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Lucien Gaillard (1861-1942)

"Lucien Gaillard (1861 – 1942, both in Paris, France) was a French goldsmith and jeweller, who worked in the art nouveau style. Lucien Gaillard was born into a family of jewellers. His grandfather Amédée Alexandre Gaillard (1811-1882) founded a jewellery firm in Paris in 1840, which he then passed on to his son Ernest (1836-1909). Lucien Gaillard trained as an apprentice under his father, before taking over the business in 1892. His brother Ernest was also a well known art nouveau furniture designer. He was a contemporary of René Lalique. He won a prize for his jewellery at the 1889 Universal Exposition. He was also a judge at the 1893 Universal Exposition in Chicago. In 1902 he was made a knight of the Legion of Honour. He was deeply interested in Japanese art. His workshop included artists who travelled from Japan to work in ivory and lacquer. He also worked in copper. His workshop produced vases, cane heads, hair combs, pins and pendants as well as more traditional jewellery, often inspired by floral or animal motifs. The animal motifs included bees, butterflies, dragonflies and snakes. He was known for using only a single motif per item. Around 1910, the Gaillard workshop began to work in glass, including collaborations with several perfume houses, including Geldy and Corday. The work of Gaillard and his workshop are on display in the Musée D´Orsay and the Metropolitan Museum." - (Wikipedia (en) 22.12.2017)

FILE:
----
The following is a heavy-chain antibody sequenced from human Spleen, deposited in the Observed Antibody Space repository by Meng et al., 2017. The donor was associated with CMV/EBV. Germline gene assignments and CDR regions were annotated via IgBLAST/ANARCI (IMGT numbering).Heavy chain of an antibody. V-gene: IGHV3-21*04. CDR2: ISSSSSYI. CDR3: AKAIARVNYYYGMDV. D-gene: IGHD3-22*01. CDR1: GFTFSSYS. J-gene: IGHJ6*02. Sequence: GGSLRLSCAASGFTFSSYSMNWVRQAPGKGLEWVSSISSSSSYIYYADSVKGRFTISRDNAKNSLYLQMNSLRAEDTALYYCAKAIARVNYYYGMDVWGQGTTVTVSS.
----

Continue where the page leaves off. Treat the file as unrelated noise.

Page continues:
Object-mediated relations to other actors

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Created Lucien Gaillard (1861-1942)
Created Atelier de Glatigny ()